1. By way of example, a reciprocal liability limit under the primary contract to a value of £100,000 and a reciprocal liability under the sub-contract to a value of £50,000. The difference may be down to the bargaining position of the parties or it may seem pragmatic to cap liability to the contract value. The sub-contracted services are typically only a portion of the whole contract value, meaning there is often a difference between the amount of damages recoverable under the two contracts.

    2. If the sub-contractor fails to perform its contractual obligations and as a consequence there is a failure to perform the terms of the primary contract (the consequence which may be a significant impact on project delivery), the contractor is on the hook for up to £100,000 for breach of contract but would only be able to pursue a breach of contract claim against its sub-contractor for half of this (£50,000). The non-defaulting party has then suffered financial loss through no direct failure of its own.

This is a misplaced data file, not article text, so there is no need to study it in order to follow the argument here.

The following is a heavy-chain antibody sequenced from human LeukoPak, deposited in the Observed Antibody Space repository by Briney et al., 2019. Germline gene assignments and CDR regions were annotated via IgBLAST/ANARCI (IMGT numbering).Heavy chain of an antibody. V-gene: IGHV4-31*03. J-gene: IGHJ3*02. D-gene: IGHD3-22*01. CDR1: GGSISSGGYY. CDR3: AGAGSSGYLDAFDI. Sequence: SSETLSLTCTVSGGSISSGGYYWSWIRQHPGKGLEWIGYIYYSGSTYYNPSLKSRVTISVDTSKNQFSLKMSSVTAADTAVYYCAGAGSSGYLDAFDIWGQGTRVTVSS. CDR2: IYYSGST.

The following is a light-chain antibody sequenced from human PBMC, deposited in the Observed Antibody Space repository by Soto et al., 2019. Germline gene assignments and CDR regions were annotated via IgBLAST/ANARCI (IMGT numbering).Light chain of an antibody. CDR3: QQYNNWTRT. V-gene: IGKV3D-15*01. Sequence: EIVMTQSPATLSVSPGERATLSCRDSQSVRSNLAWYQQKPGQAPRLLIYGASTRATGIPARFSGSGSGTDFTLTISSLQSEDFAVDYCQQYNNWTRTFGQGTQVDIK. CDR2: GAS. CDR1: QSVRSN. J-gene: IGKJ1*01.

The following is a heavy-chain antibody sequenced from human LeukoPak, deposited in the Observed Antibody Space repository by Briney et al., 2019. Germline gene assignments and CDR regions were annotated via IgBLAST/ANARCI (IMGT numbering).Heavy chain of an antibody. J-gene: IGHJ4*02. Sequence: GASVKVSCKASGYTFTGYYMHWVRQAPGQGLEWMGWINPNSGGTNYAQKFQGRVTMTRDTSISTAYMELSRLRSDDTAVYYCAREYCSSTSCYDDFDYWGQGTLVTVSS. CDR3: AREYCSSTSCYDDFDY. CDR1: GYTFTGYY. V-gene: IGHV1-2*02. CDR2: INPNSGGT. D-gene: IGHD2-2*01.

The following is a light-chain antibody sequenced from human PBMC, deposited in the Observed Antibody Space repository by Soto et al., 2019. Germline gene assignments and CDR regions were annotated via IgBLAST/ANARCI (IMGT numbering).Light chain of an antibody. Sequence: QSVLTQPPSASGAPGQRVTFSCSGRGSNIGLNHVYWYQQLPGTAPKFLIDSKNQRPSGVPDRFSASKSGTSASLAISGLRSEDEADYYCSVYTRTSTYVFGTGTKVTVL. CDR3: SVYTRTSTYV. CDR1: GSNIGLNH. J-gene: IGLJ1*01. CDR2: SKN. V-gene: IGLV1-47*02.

3. When agreeing the terms of the sub-contract, the liability limit should (where possible) mirror the liability limits of any primary contract. If this is not possible, the contractor should consider the potential financial consequences under the primary contract if the sub-contractor fails to perform. This is a sensible starting point at which to negotiate a more balanced liability limit.

    4. A further option would be to carve out specific risks, which, if that risk materialised, would have a significant impact on project delivery, and agree higher limits of liability in connection with claims arising under those specific risks.